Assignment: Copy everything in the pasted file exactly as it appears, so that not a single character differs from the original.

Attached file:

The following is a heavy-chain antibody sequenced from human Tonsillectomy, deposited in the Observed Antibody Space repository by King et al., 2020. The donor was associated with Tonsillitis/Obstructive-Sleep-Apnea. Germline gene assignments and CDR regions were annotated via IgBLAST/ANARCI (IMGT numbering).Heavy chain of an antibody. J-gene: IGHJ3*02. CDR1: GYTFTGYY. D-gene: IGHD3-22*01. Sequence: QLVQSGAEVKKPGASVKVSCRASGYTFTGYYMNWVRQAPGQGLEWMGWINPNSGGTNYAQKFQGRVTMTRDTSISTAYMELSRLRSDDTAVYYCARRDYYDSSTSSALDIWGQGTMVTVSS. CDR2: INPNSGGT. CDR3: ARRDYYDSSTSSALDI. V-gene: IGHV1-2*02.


The following is a heavy-chain antibody sequenced from human Tonsillectomy, deposited in the Observed Antibody Space repository by King et al., 2020. The donor was associated with Tonsillitis/Obstructive-Sleep-Apnea. Germline gene assignments and CDR regions were annotated via IgBLAST/ANARCI (IMGT numbering).Heavy chain of an antibody. J-gene: IGHJ3*02. CDR1: GYTFTGYY. D-gene: IGHD3-22*01. Sequence: QLVQSGAEVKKPGASVKVSCRASGYTFTGYYMNWVRQAPGQGLEWMGWINPNSGGTNYAQKFQGRVTMTRDTSISTAYMELSRLRSDDTAVYYCARRDYYDSSTSSALDIWGQGTMVTVSS. CDR2: INPNSGGT. CDR3: ARRDYYDSSTSSALDI. V-gene: IGHV1-2*02.